You operate an efficient organization here.
Thanks! Jim Davis (Music Direct's President) and the efforts of the entire Music Direct team are part of the reason for the tremendous growth - and it shows in the customer's positive feedback from our catalog as well as the products we recommend. We strive for customer service and total knowledge on all the products we sell, to ensure total customer satisfaction.
I can vouch for that - I ordered my AKG K1000s from Music Direct and they arrived the next morning, border-crossing into Canada and all! What does the future hold for Music Direct?
It has been and will always be our goal to be the resource for audiophiles worldwide. We have evolved from a small, homegrown outfit to become the biggest name in audiophile retail in a relatively short time. With the talent we have, Music Direct will thrive for a good long time
A most modest ambition, Bes. Thanks for speaking with me today.

You can visit Music Direct at their website , or drop in at 318 N Laflin St, Chicago, Illinois 60607. You can ask them to put you on the mailing list for their new catalog, and I'm sure you'll find it interesting reading.

Editor's note: One day before Phil delivered this unexpected but glorious copy to my desk, I received the following -- equally surprising -- e-mail from Mark Waldrep of AIX Records:


First let me thank you for the obvious effort and attention to detail that you and your team have put into a truly first-class website for audiophiles. There are far too few places of merit online or otherwise that are as thorough or thoughtful in their approach to a subject that is frequently clouded in bias and unfounded opinion. I also would thank Rob at Music Direct for mentioning your site during a recent phone call. He doesn't yet know the level of appreciation that will fall his way.

My name is Mark Waldrep and I am the founder and chief engineer of AIX Records, a new audiophile label dedicated to the recording and distribution of real high-resolution, multi-channel audio. Started just 3 years ago, AIX has built a small but growing reputation for quality, diversity and for uncompromised attention to maintaining the fidelity of a live performance. We only record and release completely new high-resolution recordings on DVD-Audio/Video. The tracks are captured live but without an audience in a wonderful performance hall in Los Angeles. The genre of music doesn't much matter to me. As a composer and musician myself, I love music of all kinds, from Bach to Boulez and from Chet Baker to Eric Johnson. During the past 3 years, I have produced over 30 new titles using lots of stereo microphones and a completely digital PCM encoded signal path at 96 kHz/24-bits. The results are mixed in stereo, and two POVs of 5.1 surrounds - "stage" and "audience". We include video of the sessions, lots of bonus stuff (a guitar lesson from Laurence Juber!), and a complete commitment to the highest end audio I know how to capture and reproduce.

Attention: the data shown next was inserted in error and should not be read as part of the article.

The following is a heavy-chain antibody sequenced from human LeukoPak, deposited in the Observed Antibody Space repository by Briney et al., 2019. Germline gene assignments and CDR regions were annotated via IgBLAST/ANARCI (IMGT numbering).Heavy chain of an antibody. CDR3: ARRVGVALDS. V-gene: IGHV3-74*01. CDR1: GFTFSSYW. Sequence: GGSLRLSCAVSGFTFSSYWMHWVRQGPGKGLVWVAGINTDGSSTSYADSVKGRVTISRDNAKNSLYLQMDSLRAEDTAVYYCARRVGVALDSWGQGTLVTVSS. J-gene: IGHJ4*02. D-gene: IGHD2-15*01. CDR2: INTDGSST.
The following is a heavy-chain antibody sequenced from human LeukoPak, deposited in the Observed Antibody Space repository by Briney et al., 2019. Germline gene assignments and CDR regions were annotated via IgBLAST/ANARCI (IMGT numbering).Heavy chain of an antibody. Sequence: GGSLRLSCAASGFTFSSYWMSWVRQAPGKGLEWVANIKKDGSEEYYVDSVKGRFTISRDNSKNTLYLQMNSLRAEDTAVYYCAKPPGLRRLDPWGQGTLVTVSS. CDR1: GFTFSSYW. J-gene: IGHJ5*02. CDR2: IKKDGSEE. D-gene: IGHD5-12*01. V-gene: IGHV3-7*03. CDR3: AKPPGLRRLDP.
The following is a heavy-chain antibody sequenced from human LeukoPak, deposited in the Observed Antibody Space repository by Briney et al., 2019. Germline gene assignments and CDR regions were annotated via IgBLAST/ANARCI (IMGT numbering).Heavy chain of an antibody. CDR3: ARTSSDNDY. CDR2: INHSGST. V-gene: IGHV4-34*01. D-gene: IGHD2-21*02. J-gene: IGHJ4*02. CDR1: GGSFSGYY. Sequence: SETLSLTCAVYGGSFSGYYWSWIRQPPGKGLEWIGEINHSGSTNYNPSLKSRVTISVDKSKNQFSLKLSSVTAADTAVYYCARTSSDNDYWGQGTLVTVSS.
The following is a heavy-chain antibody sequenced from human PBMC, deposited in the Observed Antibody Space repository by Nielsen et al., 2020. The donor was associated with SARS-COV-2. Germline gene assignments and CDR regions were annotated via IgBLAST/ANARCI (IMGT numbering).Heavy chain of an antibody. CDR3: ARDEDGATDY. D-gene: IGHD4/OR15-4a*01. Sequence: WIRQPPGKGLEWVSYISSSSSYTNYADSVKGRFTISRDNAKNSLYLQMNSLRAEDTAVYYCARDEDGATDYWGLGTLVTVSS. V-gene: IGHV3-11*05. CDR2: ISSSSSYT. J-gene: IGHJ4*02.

I would love to share some of the work that I have done in the past few months with you and some of your reviewers, if you are interested in taking a listen. I didn't start AIX Records with dreams of becoming a large record company. I have a successful digital audio/DVD production company that pays the bills. I have been very encouraged by the responses that I received. Many hardware manufacturers have asked for materials for the upcoming CES 2004 show (Halcro, Birdland, McCormick, Butler, Piega and a few others).

I've gone on too long, sorry. Please let me know if you're curious. I'll happily send you some of our discs.

Mark Waldrep
AIX Records

It appears high time that ye olde Editor embrace some sort of universal platform to begin reporting on this new genre of high-resolution music - not remasters of golden oldies, but cutting-edge productions of today. One just-on-time phone call from Bel Canto's John Stronczer today -- synchronicity! -- solved the challenge: I'll be bringing his universal PLayer PL-1A from the CES [without the Faroudja video processing circuitry of the PL-1 but otherwise identical, with progressive scan processing available on the Component outputs and Audio delay compensation when progressive scan is used], to review it and SACD/DVD-A software. So stay tuned for a sneak preview in January, and a full-blown blow-by-blow feature review in March. And, be prepared for a new lower price, details of which will be released soon but John made it sound like as though audiophiles would make exuberant flips of disbelief in response. Can't wait to get the lowdown and tell you about it post-CES. Already riding the SACD/DVD-A wave? Music Direct seems to be one resource that ought to be on your map. It certainly is on mine now. But make sure you type the letter "a" in front of or you'll end up on a different website altogether. Todays folks are at!